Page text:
Fort Eustis is home to the training brigades of 12 military occupational specialties. Thousands of Soldiers perfect their skills in aviation mechanics here before moving on to operational units around the world.
“Each Soldier who comes here [now] has the opportunity to experience a full 72-hour field training exercise,” said U.S. Army Major Robert Ozburn, Operations and Training officer in charge, 2-210th Aviation Regiment. “We want to remind them that they are, first and foremost, a soldier.”
Over the past two years, the U.S. Army Training and Doctrine Command began enhancing the field training skills that Soldiers learn during Basic Training.
“This program adds additional rigor to the training. It is a chance for them to get out in the field, get dirty and remind themselves that they are warriors,” said Ozburn.
Throughout the 72 hours, Soldiers learn new tactics and have the opportunity to demonstrate and perfect application during a simulated Downed Aircraft Recovery Team (DART) mission on the last day.
“We send them through the grenade assault course and also integrate things like how to detect an IED [improvised explosive device], how to properly detain a civilian on the battlefield, and how to set up a defensive perimeter,” Ozburn explained. “The soldiers are motivated, they practice basic rifle marksmanship skills, moving rucksacks from place to place and eating chow in the field.”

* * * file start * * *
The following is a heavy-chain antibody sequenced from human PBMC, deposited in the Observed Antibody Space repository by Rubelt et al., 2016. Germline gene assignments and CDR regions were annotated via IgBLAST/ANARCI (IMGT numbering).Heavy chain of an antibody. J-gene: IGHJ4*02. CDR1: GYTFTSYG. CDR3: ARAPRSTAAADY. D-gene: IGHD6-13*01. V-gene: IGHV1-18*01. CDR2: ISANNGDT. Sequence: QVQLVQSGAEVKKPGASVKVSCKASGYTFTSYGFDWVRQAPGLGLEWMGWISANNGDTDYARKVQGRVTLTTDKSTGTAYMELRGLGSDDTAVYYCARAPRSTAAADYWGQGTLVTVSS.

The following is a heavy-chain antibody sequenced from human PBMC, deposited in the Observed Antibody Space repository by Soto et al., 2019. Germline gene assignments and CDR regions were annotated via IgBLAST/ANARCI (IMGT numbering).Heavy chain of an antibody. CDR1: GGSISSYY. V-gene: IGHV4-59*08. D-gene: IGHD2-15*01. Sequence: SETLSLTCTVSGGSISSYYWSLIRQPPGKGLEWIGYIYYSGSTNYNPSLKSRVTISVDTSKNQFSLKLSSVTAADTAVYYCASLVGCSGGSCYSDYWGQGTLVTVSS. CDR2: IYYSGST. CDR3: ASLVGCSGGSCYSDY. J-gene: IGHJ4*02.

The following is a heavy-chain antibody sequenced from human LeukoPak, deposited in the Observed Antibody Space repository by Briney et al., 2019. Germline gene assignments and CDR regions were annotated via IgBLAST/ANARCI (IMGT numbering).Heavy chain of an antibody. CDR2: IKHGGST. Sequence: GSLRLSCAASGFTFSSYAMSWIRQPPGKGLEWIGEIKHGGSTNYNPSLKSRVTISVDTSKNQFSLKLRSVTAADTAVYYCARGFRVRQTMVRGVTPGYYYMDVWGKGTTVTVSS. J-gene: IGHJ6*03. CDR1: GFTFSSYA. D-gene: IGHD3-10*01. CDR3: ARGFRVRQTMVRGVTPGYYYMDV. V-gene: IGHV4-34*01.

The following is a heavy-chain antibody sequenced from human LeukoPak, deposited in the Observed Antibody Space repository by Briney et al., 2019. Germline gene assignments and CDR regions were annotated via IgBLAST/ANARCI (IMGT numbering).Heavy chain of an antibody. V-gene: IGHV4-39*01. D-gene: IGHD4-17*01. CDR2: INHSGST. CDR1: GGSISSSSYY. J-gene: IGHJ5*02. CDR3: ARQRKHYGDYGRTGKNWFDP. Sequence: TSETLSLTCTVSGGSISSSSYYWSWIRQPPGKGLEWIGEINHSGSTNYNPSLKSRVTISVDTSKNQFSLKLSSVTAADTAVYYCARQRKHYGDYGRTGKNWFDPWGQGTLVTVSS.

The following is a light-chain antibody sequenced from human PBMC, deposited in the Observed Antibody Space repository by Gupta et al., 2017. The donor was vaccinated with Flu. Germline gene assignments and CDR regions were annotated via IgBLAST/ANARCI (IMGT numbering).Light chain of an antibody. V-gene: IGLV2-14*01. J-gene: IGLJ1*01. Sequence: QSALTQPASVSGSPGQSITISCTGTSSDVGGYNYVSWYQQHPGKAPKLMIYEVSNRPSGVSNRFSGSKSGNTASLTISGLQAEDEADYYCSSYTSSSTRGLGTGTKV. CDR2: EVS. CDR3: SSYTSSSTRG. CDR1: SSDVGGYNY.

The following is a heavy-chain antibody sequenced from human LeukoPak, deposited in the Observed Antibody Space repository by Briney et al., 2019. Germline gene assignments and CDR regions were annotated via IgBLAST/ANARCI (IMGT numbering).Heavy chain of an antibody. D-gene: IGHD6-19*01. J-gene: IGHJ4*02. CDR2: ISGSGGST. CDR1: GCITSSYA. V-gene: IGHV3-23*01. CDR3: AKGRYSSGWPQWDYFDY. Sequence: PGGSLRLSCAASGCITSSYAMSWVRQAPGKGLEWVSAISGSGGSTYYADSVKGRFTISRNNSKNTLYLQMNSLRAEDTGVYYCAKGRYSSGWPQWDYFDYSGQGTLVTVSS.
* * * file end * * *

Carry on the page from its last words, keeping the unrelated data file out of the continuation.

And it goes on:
All these details help prepare the soldiers for the day they join their new unit.
The non-commissioned officers leading the training volunteer to come out with their class and work with them through the course. Sometimes the students even have a chance to tackle or detain the instructors, depending on their simulated role in the training.
Soldiers received hot meals when time allowed and had MRE’s (Meals Ready to Eat) while on the move during the day.
“Chow time is when you could decompress, talk and chill for a second,” said U.S. Army Private First Class Elayna Balingit, 128 Aviation Brigade, Bravo Company. “Definitely great memories.”
During the nights, soldiers slept under the stars and took turns patrolling the perimeter of the camp they set up to keep their battle buddies safe.
On the third day, the DART mission began. Soldiers were divided into smaller groups and sent out to find and recover sensitive items from the simulated downed aircraft.
Along the way they found and overcame obstacles including IED’s, hostile civilians and difficult terrain.
“I loved the hands-on aspect of this training,” said Balingit. “This sharpens your skills and puts you out there more than just learning about it in a classroom.”
Members of the instructor team explained how new aspects are always being added to the course, directly from the ideas and suggestions of the students.
“We always solicit the soldiers’ feedback, we ask how we can make this better, how can we make this more realistic and more engaging,” Ozburn said. “We are always seeking to improve what we do here.”
The course’s instructors explained that they have the satisfaction of knowing the soldiers they train on this course will carry with them confidence that they are capable of moving out on a patrol, assisting with a DART mission, zeroing a weapon and many more valuable tactical skills.